Boston Marathon bomber Dzhokhar Tsarnaev's defense team has filed a "placeholder" appeal of his conviction and death sentence. From the AP:
Tsarnaev's lawyers filed a preliminary motion for a new trial Monday for his conviction and death sentence. The motion did not contain any details on what grounds they plan to argue, saying only that a new trial is "required in the interests of justice."
You can read this Boston.com piece for a summary of what arguments Tsarnaev might make in pursuing a new trial. Among them:
- He shouldn't have been tried in Boston because the jury pool was biased against him
- Certain victims who had not suffered capital crimes should not have been allowed to testify during the sentencing phase of his trial
- He wasn't given access to information that the government deemed too sensitive to share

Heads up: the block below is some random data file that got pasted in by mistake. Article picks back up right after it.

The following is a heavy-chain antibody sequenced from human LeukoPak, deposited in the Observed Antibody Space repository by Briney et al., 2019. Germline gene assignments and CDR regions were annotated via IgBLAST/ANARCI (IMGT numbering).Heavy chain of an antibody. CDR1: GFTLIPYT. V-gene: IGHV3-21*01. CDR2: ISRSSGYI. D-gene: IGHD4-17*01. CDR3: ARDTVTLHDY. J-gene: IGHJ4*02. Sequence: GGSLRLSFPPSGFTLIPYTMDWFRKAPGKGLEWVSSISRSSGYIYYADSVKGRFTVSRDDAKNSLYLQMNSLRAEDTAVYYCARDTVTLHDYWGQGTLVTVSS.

It seems unlikely that Tsarnaev, if given another trial, would argue that he was not guilty—both he and his attorneys admitted during his Boston trial that he had planned and carried out the bombing with his brother Tamerlan. (Whether he would even be allowed to claim innocence after admitting guilt is a tricky question that I've put to a law professor; I'll update this post if she writes back.) Tsarnaev's team did, however, present a case that he should not be put to death, and a life sentence is presumed to be his goal in the appeals process. (One of Tsarnaev's lead attorneys, Judy Clarke, is well-known for defending infamous clients, and none of the high-profile defendants who she has represented—including South Carolina child-killer Susan Smith, the Unabomber, and Olympic bomber Eric Rudolph—have been executed.)